How to Start a Laundry Delivery Service

Old laundry detail
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When most of us picture starting our own laundry business, we may envision rows upon rows of commercial washers and dryers with dozens of employees efficiently loading, unloading, drying and folding laundry in a laundromat. Building or developing a self-service laundromat or starting a laundry and dry cleaning business will cost thousands and thousands of dollars in investments to set-up and operate along with fabric care and business management expertise.

But there is a way to be a laundry entrepreneur that doesn't require a huge investment and can even be done as a part-time job or side hustle. It's easier than you think.

How to Start a Laundry or Dry Cleaning Delivery Service

Everyone seems to be overextended these days, and having a bit of help with daily chores is always welcome. Key areas where a laundry delivery service would work exceptionally well are college campuses, large office complexes, and heavily populated areas.

Project Metrics

Work Time: Varies

Total Time: Varies

Skill Level: Intermediate

What You'll Need


  • Organizational skills
  • Advertising and marketing ideas
  • Accounting skills and software
  • Liability insurance
  • Scheduled time to meet customer needs


  • A reliable vehicle or other modes of transportation


  1. Establish a Service Area

    Start by determining your service area. Do your homework and look for areas within your city that offer the most potential for business. By doing some research online, you can find population statistics, large employers in your area, and locations of commercial laundries and dry cleaners.

  2. Develop a Relationship With a Local Cleaner

    To make it even more successful, an entrepreneur should establish a relationship with a neighborhood commercial laundry/dry cleaner which might offer a discount for the regular influx of business. Negotiate a flat rate offer for one semester of laundry (sheets, towels, bedding) from a college student.

  3. Plan Your Schedule

    Plan your schedule and availability, especially if this will be a part-time job. You should establish your different routes and areas before beginning to advertise.

  4. Determine What to Charge

    When planning what to charge for your laundry services, you want to not only cover the cost of your gasoline and expenses but make some money. But at the same time, you need to charge a fair and competitive price to attract and keep customers.

    Begin by establishing the cost of operating your vehicle per mile—remember gas, oil, tires, routine maintenance—and factor in any road tolls or parking fees you may need to pay.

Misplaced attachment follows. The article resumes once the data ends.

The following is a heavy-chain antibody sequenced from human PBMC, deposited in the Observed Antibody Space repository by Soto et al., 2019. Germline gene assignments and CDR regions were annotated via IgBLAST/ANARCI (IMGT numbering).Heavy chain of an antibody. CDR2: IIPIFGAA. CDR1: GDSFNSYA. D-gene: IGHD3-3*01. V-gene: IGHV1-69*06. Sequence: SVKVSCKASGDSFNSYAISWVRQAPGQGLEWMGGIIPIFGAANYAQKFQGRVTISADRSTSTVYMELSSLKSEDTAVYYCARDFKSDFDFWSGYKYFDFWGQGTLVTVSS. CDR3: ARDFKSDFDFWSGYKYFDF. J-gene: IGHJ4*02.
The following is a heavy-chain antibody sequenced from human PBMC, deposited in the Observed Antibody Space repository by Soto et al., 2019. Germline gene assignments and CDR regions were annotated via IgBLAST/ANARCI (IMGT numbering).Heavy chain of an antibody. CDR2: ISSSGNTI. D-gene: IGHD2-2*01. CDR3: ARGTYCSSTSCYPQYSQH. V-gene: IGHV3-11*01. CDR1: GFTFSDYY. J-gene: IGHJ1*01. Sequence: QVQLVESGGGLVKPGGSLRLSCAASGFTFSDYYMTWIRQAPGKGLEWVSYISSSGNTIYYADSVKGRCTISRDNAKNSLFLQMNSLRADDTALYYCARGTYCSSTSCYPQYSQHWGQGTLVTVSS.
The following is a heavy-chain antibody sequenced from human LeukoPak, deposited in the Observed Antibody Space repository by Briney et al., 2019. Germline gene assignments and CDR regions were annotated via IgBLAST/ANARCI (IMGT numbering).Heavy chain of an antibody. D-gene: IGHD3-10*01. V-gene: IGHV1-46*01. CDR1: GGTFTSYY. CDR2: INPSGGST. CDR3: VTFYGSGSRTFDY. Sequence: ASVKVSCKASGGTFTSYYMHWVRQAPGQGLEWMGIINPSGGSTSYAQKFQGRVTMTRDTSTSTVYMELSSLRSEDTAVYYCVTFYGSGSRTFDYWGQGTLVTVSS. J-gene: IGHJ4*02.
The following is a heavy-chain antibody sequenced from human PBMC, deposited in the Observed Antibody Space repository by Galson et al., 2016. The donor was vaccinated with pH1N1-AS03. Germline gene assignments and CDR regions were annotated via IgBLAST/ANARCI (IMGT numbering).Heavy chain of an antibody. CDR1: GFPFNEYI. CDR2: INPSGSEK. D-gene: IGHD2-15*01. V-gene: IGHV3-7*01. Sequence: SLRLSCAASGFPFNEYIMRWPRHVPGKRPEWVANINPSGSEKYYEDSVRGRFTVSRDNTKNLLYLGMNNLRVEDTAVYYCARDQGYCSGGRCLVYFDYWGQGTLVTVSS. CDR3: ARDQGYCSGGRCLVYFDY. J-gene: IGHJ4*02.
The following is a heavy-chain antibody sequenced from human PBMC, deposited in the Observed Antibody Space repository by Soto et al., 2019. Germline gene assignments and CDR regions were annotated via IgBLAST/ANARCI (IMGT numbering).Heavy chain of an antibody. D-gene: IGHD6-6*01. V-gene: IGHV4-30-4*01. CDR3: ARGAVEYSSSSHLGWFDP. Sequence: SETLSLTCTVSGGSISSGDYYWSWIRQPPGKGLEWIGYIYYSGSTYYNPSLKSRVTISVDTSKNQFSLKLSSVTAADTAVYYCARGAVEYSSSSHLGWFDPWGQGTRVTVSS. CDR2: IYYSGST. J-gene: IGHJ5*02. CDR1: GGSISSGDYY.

If you plan to hire others to assist you, they will probably expect a competitive hourly wage. Once you have all of the expenses factored, you can then establish a flat fee per pick up and delivery or charge by the mile from each customer's location.

    Don't forget to factor in your time—it's valuable!

  5. Purchase Liability Insurance

    There may be a day when clothes are lost or damaged. This is why it is important to have a liability insurance policy in place to cover your expenses. Consult an insurance expert to find a policy that fits your budget.

  6. Develop a Payment Policy and Agreement

    You will need to have a payment policy and agreement in place before you sign-up customers. Set a policy on pre-payment, collection days, holidays, delays due to weather. Spell out everything in writing, and there will be fewer surprises.

    Each agreement should be entered into an easy to access computer program with the customer's personal information. Contact information is vital, so get phone numbers, e-mails, social media accounts, driving directions, and special instructions. It is essential to keep meticulous records.

  7. Be Ready for the Inevitable

    The day will come when you have an emergency, must be out of town, or you are sick. This is where having a written customer policy is essential.

    Have a backup plan in place so that your company is dependable. Train another person to know your route and what they need to do. If you have a chance to plan for the days you will be unavailable, let your substitute work a day or two alone to learn the routine.

    Consider starting the business with a partner who will help cover the needs of your customers.

  8. Create a Digital Presence

    Create a website and consider developing an app for customers to use and a software tracking system to make sure you keep everything running smoothly. Since you are selling a service, always consider the customer experience first and make everything as simple as possible.

    Take advantage of every social media platform to spread the word.

  9. Produce Marketing Materials

    You'll need business cards and flyers for advertising your services. There are many inexpensive ways to create professional-looking materials with online services and graphic design software.

  10. Ask for Help

    Take advantage of free local business development services in your area that can give you great advice and even offer skills to help you get started. The U.S. Small Business Administration (SBA) and SCORE offer great FREE business advice and mentoring.